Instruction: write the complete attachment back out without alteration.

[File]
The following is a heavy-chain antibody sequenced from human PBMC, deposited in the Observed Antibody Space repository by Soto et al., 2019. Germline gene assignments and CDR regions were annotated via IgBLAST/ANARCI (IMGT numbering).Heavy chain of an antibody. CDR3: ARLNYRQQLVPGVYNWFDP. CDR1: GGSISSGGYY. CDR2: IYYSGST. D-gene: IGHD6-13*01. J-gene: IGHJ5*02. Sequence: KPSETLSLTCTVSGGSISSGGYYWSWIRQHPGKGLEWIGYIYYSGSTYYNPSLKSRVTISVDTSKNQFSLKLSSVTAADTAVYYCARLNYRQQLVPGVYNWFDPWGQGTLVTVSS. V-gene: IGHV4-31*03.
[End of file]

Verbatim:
The following is a heavy-chain antibody sequenced from human PBMC, deposited in the Observed Antibody Space repository by Soto et al., 2019. Germline gene assignments and CDR regions were annotated via IgBLAST/ANARCI (IMGT numbering).Heavy chain of an antibody. CDR3: ARLNYRQQLVPGVYNWFDP. CDR1: GGSISSGGYY. CDR2: IYYSGST. D-gene: IGHD6-13*01. J-gene: IGHJ5*02. Sequence: KPSETLSLTCTVSGGSISSGGYYWSWIRQHPGKGLEWIGYIYYSGSTYYNPSLKSRVTISVDTSKNQFSLKLSSVTAADTAVYYCARLNYRQQLVPGVYNWFDPWGQGTLVTVSS. V-gene: IGHV4-31*03.